38. Creating a Recipe for Web Output

    Quickly share files online by creating your own recipe for exporting images. David walks through the options and some of the best settings for prepping images for the web as well as how to preview what the file will look like compressed.

  39. Selecting with a File Name List

    Design a process recipe for uploading to cloud storage and adding a watermark. Then, learn how to easily select images based on a list of filenames, such as when a client sends you a list of the photos that they like.

  40. Using Plugins and Sharing to Clients with PRODIBI

    Plugins can expand Capture One's capabilities. In this lesson, lean how to install plugins and how to use the PRODIBI option for online proofing and galleries.

  41. Image Review 1 - Sometimes Simple Works!

    In the final segment of the course, walk through full edits for various types of shots. In the first set, work with an image that needs just a few basic adjustments.

  42. Image 2 - Radial or Gradient Masks, Object Removal

    Continue perfecting real, RAW images with this pet shot. Work with a radial gradient mask, apply selective sharpening, and more.

  43. Image 3 - Keystone Tool and Aspect Ratio

    Correct perspective on architectural images using the Keystone tool. Then work with structural adjustments, lens corrections, and other adjustments.

  44. Image 4 - Using Styles in Capture One

    Work with styles to make quick adjustments to an entire image. Learn how to work with styles as a layer and further fine-tuning tips.

  45. Image 5 - Black and White

    Continue building your editing strategy and workflow and work with a black and white conversion. Customize the look of a black and white conversion and make monochrome-specific edits.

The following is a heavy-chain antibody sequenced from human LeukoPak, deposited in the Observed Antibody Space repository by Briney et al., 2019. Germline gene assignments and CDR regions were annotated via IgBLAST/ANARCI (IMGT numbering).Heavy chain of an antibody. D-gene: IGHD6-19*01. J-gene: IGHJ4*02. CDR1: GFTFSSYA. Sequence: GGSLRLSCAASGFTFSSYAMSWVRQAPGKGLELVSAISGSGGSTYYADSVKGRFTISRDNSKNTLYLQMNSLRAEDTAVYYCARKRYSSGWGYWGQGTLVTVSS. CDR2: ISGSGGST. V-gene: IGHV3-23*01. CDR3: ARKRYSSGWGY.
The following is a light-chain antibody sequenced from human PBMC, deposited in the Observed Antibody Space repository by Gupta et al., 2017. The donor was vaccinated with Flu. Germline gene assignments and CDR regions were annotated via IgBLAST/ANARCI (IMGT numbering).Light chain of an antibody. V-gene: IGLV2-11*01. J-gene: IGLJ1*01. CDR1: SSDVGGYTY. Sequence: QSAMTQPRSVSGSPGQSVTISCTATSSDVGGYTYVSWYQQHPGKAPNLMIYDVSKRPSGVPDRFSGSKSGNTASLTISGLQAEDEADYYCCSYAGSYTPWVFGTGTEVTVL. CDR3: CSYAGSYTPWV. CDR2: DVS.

46. Image 6 - Landscape

    Correct a landscape image, using tools common for the category like the Keystone tool, saturation, radial gradients, and more.

  47. Image 7 - Portrait

    Explore the tools for editing a portrait. Revisit skin tone adjustments, remove distractions and more in the edit for a casual portrait.

  48. Image 8 - Action in Lowlight

    Editing low light images is often a challenge -- see how to tackle this type of edit. Work with gradient masks, selective brightening, color grading and more. Finally, gain additional insight from student questions.



This is a superb course. David is an excellent teacher. I'm coming to the end of it and have learnt so much. I've been using the software for a year, self-learning as I went along. I had watched the odd David Grover video on YouTube, but never got much further in my understanding of the software. Capture One is brilliant software and to do it justice you need to learn it properly from an expert. Highly recommend this course if you want to produce professional results.


Excellent course and a very engaging speaker. If you are starting with Capture One 12, this is the best class to take. The lessons are presented and explained in an organized way that it shortens the learning curve. Thank you, David. Cheers!

Jino Lee

One of the best course I've purchased. Very helpful and I learned so much more with this course and in a short period of time, than all the official Capture One You Tube videos put together! Anyways David Grover is the same guy who does the Phase One C1 official YouTube videos, so there's no better person to conduct this course than him! Truly excellent and if you think you know all about C1 Pro 12 interface, wait till you watch this course.